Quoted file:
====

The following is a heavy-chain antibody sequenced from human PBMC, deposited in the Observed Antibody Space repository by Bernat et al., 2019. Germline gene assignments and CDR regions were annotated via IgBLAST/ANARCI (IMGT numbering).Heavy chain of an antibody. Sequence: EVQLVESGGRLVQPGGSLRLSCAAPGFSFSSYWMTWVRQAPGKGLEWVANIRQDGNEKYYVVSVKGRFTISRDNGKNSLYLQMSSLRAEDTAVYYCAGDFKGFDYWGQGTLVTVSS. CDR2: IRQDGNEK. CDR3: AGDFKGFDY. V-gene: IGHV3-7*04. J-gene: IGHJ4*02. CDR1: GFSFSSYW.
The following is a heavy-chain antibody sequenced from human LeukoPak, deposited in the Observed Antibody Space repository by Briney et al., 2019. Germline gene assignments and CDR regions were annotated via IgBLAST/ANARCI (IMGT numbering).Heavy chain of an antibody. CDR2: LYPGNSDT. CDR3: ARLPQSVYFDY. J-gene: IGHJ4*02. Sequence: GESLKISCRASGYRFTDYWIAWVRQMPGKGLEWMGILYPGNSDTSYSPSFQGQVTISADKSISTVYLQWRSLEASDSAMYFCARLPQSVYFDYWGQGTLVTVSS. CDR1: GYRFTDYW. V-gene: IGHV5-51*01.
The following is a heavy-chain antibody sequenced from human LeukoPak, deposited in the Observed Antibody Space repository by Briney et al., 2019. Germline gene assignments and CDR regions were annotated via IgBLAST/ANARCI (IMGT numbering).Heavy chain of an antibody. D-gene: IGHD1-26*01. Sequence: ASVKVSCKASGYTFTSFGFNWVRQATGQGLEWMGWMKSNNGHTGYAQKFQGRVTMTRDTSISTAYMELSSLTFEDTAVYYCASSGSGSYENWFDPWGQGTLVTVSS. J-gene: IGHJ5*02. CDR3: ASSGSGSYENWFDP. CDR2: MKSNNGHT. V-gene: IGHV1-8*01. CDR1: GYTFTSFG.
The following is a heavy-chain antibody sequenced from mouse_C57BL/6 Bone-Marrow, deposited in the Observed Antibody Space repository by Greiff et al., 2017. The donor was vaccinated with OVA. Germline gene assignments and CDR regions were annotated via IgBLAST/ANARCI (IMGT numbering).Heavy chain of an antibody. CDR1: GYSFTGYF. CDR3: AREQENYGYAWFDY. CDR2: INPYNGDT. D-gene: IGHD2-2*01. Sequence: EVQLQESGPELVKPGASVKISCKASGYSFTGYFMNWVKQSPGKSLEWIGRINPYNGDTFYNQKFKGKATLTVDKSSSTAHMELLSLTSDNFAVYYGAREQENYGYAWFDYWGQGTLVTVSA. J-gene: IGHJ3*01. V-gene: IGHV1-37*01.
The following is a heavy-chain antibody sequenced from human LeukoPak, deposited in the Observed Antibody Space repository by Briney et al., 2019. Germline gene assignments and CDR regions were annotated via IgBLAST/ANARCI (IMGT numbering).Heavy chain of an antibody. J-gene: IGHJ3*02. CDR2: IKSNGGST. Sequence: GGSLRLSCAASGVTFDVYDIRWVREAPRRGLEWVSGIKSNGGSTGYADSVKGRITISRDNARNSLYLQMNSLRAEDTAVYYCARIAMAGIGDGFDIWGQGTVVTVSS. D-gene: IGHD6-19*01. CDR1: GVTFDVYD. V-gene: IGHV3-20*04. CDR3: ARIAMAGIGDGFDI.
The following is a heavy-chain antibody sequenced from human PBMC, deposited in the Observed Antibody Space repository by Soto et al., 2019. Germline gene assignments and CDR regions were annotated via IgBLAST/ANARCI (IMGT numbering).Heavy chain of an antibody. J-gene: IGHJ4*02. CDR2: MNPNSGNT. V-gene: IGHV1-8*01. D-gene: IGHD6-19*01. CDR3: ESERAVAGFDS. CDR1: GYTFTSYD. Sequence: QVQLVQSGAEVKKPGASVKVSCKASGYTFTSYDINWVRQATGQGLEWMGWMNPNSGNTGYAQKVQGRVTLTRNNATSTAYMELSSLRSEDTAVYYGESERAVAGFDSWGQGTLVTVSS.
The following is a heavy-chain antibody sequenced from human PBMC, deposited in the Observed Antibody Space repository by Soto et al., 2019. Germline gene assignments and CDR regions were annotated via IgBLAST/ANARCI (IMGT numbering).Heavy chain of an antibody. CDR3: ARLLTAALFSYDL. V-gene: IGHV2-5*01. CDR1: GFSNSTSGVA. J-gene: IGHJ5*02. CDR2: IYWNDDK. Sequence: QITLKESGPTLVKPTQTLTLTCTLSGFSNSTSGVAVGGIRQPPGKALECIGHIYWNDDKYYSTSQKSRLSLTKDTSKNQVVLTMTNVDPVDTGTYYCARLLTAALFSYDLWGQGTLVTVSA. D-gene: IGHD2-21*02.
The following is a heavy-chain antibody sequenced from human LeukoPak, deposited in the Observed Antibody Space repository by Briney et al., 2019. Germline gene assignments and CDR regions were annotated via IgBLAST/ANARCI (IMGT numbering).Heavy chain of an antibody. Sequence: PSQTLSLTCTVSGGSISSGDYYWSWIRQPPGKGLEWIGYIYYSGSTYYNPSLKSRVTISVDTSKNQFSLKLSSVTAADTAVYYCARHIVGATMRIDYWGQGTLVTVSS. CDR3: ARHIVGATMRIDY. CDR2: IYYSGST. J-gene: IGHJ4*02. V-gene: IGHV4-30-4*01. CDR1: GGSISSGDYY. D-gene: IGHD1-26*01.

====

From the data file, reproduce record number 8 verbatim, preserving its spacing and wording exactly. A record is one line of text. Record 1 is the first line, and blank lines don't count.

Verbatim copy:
The following is a heavy-chain antibody sequenced from human LeukoPak, deposited in the Observed Antibody Space repository by Briney et al., 2019. Germline gene assignments and CDR regions were annotated via IgBLAST/ANARCI (IMGT numbering).Heavy chain of an antibody. Sequence: PSQTLSLTCTVSGGSISSGDYYWSWIRQPPGKGLEWIGYIYYSGSTYYNPSLKSRVTISVDTSKNQFSLKLSSVTAADTAVYYCARHIVGATMRIDYWGQGTLVTVSS. CDR3: ARHIVGATMRIDY. CDR2: IYYSGST. J-gene: IGHJ4*02. V-gene: IGHV4-30-4*01. CDR1: GGSISSGDYY. D-gene: IGHD1-26*01.